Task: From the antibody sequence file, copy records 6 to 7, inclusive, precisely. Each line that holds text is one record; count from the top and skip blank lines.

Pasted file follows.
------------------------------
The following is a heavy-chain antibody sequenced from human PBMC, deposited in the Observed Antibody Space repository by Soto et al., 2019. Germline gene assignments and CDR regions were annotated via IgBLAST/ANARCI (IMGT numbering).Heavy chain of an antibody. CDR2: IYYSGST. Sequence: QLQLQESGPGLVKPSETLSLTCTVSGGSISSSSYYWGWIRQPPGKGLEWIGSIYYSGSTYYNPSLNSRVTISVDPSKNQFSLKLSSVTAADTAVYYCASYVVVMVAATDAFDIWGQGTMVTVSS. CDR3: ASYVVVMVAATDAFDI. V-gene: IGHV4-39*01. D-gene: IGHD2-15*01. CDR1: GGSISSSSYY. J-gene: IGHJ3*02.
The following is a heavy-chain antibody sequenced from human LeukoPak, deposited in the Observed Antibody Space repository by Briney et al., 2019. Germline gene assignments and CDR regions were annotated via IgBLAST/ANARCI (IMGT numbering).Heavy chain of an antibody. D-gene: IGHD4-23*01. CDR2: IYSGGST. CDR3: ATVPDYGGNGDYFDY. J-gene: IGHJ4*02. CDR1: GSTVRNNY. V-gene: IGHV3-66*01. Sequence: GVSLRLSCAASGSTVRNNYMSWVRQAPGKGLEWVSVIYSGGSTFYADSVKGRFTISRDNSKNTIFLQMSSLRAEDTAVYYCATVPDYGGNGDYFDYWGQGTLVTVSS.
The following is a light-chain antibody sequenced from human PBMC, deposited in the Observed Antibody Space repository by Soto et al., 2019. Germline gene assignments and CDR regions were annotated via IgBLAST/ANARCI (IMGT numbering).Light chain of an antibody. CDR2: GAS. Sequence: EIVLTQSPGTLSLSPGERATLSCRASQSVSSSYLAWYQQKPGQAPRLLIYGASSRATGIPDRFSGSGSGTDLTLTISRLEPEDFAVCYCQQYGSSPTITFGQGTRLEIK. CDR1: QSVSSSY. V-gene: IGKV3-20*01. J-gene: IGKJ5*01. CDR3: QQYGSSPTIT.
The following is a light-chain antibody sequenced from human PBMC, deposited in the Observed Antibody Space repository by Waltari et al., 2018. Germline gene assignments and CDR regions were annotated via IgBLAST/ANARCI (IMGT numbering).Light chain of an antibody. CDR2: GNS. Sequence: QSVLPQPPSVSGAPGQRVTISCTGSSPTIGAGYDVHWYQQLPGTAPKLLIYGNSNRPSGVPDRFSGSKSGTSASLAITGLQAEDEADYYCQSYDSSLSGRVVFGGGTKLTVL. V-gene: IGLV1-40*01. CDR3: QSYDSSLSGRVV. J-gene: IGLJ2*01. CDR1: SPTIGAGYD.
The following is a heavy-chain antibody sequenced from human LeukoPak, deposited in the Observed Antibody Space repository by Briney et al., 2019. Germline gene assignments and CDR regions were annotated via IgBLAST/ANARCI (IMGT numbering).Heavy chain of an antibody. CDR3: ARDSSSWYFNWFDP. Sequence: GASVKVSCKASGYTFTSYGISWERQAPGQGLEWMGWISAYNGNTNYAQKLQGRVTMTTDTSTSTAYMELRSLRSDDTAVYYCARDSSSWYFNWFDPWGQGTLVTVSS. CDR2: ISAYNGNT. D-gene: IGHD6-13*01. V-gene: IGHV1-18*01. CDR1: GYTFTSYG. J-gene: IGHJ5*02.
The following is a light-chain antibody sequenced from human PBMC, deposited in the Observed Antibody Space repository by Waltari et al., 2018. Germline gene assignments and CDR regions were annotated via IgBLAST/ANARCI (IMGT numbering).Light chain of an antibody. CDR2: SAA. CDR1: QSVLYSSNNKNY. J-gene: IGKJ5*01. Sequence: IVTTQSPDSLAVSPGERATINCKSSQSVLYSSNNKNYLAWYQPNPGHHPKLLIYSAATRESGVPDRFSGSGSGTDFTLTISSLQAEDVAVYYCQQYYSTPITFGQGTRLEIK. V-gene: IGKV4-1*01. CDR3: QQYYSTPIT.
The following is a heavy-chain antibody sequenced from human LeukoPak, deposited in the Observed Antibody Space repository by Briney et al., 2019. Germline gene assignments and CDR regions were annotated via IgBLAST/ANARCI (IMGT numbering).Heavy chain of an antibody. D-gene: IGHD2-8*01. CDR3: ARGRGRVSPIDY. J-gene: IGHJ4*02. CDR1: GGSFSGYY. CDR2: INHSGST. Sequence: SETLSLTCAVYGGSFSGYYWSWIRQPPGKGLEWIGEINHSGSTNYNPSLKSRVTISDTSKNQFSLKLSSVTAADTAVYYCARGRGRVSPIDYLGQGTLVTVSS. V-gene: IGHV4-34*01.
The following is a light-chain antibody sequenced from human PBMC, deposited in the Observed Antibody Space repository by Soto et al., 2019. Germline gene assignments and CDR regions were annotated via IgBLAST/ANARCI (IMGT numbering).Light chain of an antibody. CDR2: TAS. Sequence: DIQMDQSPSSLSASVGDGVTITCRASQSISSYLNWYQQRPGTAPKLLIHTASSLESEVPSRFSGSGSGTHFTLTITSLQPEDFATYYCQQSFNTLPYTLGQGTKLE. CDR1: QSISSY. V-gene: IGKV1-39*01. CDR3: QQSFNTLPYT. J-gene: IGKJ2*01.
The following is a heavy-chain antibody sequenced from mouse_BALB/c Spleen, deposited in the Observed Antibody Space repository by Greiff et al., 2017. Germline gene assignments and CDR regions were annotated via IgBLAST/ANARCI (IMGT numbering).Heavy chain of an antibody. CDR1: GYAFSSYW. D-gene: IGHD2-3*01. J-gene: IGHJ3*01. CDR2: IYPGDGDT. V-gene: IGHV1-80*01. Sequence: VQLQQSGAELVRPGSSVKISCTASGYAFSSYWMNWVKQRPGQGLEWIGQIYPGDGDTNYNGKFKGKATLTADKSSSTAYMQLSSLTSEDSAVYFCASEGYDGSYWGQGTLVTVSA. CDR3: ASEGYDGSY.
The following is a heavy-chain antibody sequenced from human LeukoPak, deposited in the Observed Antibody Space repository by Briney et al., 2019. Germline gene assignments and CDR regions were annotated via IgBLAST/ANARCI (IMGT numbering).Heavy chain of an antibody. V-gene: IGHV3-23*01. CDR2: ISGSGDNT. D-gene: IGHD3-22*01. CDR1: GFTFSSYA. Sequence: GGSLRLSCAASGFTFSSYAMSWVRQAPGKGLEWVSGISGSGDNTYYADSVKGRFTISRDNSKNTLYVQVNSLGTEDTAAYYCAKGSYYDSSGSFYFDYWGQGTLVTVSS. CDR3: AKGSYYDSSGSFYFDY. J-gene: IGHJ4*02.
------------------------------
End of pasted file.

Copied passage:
The following is a light-chain antibody sequenced from human PBMC, deposited in the Observed Antibody Space repository by Waltari et al., 2018. Germline gene assignments and CDR regions were annotated via IgBLAST/ANARCI (IMGT numbering).Light chain of an antibody. CDR2: SAA. CDR1: QSVLYSSNNKNY. J-gene: IGKJ5*01. Sequence: IVTTQSPDSLAVSPGERATINCKSSQSVLYSSNNKNYLAWYQPNPGHHPKLLIYSAATRESGVPDRFSGSGSGTDFTLTISSLQAEDVAVYYCQQYYSTPITFGQGTRLEIK. V-gene: IGKV4-1*01. CDR3: QQYYSTPIT.
The following is a heavy-chain antibody sequenced from human LeukoPak, deposited in the Observed Antibody Space repository by Briney et al., 2019. Germline gene assignments and CDR regions were annotated via IgBLAST/ANARCI (IMGT numbering).Heavy chain of an antibody. D-gene: IGHD2-8*01. CDR3: ARGRGRVSPIDY. J-gene: IGHJ4*02. CDR1: GGSFSGYY. CDR2: INHSGST. Sequence: SETLSLTCAVYGGSFSGYYWSWIRQPPGKGLEWIGEINHSGSTNYNPSLKSRVTISDTSKNQFSLKLSSVTAADTAVYYCARGRGRVSPIDYLGQGTLVTVSS. V-gene: IGHV4-34*01.